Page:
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Think before you prosecute!!!
06 October 2020  | Dries Knoetze | Views: 444
Recently I have realized that in divorce matters, the parties will in an attempt to discredit the other party, make various serious and scandalous allegations against one another, which allegations relates to amongst others serious criminal offences.

In some instances these allegations are made in an attempt by the one party to ensure the primary care and residence is awarded to them instead of the other party and further in an attempt to spite one another.

It is a given fact that South Africa is one of the countries with the highest number of domestic violence cases in the world and as such and due to the statistics, some parties involved in divorce matters, attempt to misuse laying a criminal complaint or obtaining a domestic violence interdict against the other party to obtain a false advantage against the other in the divorce proceedings.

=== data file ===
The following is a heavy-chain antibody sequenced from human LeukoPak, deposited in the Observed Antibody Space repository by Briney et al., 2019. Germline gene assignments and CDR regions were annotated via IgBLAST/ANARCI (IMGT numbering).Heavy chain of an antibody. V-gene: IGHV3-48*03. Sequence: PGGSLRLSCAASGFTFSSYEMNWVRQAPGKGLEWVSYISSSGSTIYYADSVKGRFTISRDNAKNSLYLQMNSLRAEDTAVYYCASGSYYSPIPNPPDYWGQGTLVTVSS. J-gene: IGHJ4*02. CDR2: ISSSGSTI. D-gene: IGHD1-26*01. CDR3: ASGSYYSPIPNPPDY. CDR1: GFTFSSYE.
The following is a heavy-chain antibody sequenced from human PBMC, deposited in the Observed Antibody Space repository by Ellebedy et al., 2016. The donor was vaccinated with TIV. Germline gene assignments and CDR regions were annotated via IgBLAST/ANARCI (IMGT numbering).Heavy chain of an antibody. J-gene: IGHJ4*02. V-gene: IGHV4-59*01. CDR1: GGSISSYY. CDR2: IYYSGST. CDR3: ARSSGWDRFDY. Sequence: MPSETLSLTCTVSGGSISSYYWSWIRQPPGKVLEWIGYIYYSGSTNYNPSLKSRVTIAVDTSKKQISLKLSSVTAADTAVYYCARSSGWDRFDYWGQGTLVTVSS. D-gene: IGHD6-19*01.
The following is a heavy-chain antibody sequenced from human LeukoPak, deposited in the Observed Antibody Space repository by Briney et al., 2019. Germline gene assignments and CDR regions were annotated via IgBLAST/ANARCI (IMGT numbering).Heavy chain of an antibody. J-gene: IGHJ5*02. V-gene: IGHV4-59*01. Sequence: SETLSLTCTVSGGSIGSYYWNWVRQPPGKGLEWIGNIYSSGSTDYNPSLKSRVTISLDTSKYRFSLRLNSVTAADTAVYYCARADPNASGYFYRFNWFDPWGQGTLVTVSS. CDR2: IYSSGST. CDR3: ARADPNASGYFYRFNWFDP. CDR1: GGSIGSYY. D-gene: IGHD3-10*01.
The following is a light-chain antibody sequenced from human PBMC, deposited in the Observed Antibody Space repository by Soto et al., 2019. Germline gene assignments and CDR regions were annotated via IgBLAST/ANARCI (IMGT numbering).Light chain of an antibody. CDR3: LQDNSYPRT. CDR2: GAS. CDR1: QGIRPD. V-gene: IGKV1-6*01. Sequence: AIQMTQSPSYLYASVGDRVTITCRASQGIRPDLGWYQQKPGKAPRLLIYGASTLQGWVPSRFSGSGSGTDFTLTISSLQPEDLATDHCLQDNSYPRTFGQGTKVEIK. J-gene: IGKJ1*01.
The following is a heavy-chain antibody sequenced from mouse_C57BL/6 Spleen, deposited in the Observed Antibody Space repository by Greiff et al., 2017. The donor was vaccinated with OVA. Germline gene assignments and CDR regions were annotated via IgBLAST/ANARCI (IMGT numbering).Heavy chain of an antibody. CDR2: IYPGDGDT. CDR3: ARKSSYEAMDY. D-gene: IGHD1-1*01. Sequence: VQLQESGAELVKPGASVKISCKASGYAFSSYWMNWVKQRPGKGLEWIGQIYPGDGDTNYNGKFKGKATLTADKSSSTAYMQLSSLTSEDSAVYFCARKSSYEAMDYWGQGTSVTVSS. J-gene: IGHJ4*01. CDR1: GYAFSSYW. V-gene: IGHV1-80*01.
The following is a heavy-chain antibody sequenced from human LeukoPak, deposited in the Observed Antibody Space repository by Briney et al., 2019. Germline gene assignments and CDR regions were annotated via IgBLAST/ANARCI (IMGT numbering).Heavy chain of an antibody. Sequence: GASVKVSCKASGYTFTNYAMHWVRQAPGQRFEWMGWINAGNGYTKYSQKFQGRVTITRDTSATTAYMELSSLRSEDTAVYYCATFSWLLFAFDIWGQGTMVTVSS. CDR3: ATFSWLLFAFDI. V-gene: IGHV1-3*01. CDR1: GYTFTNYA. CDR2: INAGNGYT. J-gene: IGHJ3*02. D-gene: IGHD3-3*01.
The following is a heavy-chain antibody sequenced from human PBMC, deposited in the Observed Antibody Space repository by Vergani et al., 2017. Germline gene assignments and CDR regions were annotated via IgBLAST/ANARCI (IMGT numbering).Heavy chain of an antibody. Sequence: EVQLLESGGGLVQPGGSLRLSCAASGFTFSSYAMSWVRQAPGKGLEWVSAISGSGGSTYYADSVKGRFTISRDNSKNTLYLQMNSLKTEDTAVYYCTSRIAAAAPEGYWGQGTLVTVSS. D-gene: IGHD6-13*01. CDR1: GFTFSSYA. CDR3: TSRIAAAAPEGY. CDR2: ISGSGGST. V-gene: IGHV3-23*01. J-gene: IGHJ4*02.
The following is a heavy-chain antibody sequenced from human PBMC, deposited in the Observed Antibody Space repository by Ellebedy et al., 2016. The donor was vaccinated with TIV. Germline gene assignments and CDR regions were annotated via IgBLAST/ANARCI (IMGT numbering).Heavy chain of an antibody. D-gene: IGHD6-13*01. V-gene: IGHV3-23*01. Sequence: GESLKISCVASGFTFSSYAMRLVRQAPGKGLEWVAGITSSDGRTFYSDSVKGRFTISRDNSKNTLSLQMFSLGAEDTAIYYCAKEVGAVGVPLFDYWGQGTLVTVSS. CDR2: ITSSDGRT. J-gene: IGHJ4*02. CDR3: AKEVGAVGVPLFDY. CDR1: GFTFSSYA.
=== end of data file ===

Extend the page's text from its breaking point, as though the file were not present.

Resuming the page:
I want to take this opportunity to caution the parties attempting to maliciously and wrongfully institute proceedings against their spouses by providing the following information.

Should a party institute malicious proceedings against his or her spouse, it may lead to a civil suit being issued against such a party, which could result in a substantial monetary judgement against such a party.

In order to succeed with such a suit, the aggrieved party should amongst others, prove that the defendant acted without reasonable and probable cause  and with malice to injure the plaintiff.

Save for the possibility of a civil suit, I have had instances were the parties were so content to destroy one another with these allegations that the family advocates recommended that the minor children be removed from the care of both parents and place in the custody of a third party.  

I do not condone any form of domestic violence of any nature, but every matter and allegation must be evaluated to prevent the malicious and wrongful prosecution of one party only as an advantage in divorce proceedings.